State Records Amendment Bill
|About this Item||Subjects||Libraries and Archives; Feedom of Information
||Speakers||Newell Mr Neville
||Business||Bill, First Reading, Second Reading, Motion
Bill introduced and read a first time.
Mr NEVILLE NEWELL (Tweed—Parliamentary Secretary) [10.01 a.m.], on behalf of Mr Bob Carr: I move:
That this bill be now read a second time.
The purpose of this bill is to introduce measures to streamline operations under the State Records Act 1998 and to update some of the Act's provisions. The proposed amendments are the result of a comprehensive review of the State Records Act conducted by the State Records Authority earlier this year, and outlined in the report tabled. The review found strong support for the objectives of the State Records Act. Stakeholders noted the importance of having sound, up-to-date public records legislation for the purpose of protecting the State's rich official archives, and ensuring efficient, accountable government in the digital age. There was general agreement that the Act's provisions have been effective in securing those objectives. In particular, submissions referred to improvements in records management across the New South Wales public sector since the commencement of the Act in 1998.
However, although the objectives of the Act remain valid and its terms appropriate, the review concluded that certain amendments were desirable in order to update the Act and improve its operation. The first of those amendments concerns public access to records over 30 years old. One of the great achievements of the State Records Act 1998 was to introduce a statutory open access period, providing for public access to State records that are over 30 years old, irrespective of whether the records are under the control of the State Records Authority or of a public office. The Act in its current form provides that such records are open to public access where the public office responsible for the record issues an open-to-public-access direction. The Act also makes provision for records containing sensitive information to be closed to public access by a closed-to-public-access direction from the public office responsible.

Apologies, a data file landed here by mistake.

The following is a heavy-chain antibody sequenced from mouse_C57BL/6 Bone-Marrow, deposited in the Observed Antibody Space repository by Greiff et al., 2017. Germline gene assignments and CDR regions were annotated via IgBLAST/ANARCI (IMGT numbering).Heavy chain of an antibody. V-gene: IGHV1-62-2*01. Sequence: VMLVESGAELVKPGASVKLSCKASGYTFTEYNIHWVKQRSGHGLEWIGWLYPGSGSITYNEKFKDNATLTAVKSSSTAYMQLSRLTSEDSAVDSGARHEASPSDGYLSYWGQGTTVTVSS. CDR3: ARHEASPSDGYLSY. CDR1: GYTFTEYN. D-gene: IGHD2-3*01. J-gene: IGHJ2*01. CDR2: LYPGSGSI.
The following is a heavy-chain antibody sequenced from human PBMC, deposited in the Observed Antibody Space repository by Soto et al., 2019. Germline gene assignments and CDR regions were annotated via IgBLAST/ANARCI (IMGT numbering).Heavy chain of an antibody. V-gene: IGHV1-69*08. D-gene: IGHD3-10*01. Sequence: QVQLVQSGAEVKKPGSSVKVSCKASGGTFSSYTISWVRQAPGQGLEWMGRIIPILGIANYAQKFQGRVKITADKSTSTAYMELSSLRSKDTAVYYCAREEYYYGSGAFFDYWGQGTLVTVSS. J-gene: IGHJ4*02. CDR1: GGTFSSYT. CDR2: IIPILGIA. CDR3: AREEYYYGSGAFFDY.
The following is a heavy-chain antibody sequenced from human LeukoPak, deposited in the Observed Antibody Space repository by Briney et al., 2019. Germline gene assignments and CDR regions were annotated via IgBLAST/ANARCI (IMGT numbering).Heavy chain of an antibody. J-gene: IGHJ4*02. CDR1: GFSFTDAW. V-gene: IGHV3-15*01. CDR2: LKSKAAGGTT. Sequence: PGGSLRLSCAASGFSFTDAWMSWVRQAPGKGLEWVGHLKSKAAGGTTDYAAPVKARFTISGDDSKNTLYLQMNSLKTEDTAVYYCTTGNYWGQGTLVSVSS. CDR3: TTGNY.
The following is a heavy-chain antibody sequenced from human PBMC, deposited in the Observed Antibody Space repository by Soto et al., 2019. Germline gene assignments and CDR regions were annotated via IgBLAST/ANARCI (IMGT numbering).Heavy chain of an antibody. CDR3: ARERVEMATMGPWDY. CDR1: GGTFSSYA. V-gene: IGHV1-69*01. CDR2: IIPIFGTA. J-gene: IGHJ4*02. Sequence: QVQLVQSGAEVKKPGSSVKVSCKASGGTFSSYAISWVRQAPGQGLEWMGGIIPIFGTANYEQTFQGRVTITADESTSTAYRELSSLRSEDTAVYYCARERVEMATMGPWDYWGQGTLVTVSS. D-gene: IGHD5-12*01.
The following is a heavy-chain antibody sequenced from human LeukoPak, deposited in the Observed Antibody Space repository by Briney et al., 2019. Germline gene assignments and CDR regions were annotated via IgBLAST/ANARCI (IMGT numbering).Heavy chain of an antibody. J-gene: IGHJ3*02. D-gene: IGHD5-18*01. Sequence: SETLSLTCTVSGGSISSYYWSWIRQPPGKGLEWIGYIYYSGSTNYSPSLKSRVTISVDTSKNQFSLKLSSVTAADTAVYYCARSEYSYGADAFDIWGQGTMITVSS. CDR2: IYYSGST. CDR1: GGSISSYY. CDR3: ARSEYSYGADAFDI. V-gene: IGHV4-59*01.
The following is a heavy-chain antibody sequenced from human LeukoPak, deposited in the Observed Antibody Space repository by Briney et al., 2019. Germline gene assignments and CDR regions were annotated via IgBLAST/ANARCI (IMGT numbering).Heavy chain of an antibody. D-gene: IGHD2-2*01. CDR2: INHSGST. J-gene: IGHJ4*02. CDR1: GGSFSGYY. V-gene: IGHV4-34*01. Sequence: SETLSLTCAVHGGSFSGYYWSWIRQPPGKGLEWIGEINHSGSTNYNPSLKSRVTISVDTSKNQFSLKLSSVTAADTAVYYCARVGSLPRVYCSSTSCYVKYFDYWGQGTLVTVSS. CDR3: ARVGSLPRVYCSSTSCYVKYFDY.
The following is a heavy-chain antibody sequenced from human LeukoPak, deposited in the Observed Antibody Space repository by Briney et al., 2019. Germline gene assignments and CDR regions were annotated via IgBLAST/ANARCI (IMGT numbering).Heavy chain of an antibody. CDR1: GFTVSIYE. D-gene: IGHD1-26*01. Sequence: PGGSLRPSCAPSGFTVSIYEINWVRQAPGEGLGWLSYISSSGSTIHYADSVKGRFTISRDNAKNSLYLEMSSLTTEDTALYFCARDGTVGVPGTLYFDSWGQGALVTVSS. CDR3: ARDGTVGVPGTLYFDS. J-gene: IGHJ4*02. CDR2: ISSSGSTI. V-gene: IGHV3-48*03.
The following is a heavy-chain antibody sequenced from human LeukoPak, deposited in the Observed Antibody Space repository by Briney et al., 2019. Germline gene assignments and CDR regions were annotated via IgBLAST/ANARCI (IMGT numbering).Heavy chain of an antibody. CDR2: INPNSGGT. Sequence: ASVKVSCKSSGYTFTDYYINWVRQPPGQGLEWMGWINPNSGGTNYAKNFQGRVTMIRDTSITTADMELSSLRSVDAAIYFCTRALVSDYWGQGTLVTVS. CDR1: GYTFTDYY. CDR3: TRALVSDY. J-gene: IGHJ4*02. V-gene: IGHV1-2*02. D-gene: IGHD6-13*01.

The bill seeks to strengthen the existing provisions by including an explicit presumption in favour of opening a record to public access. Public offices are required to have regard to this presumption when deciding what type of access direction to give. In addition, to further streamline the process, the bill provides that any record over 30 years old, but not yet the subject of an access direction, is to be made available within 14 days of the initial request for access, unless the public office responsible for the record makes a closed-to-public-access direction within this time. Existing safeguards to protect a record from disclosure where it contains information still sensitive after 30 years are to be retained. Access directions made by public offices are currently not subject to review. However in response to widespread support for the introduction of some form of review mechanism, the bill provides that the State Records Authority can request a review of an access direction by the Minister responsible for the public office that gave the direction. Consistent with this approach, the bill requires public offices to provide reasons, upon request, for closing State records over 30 years old.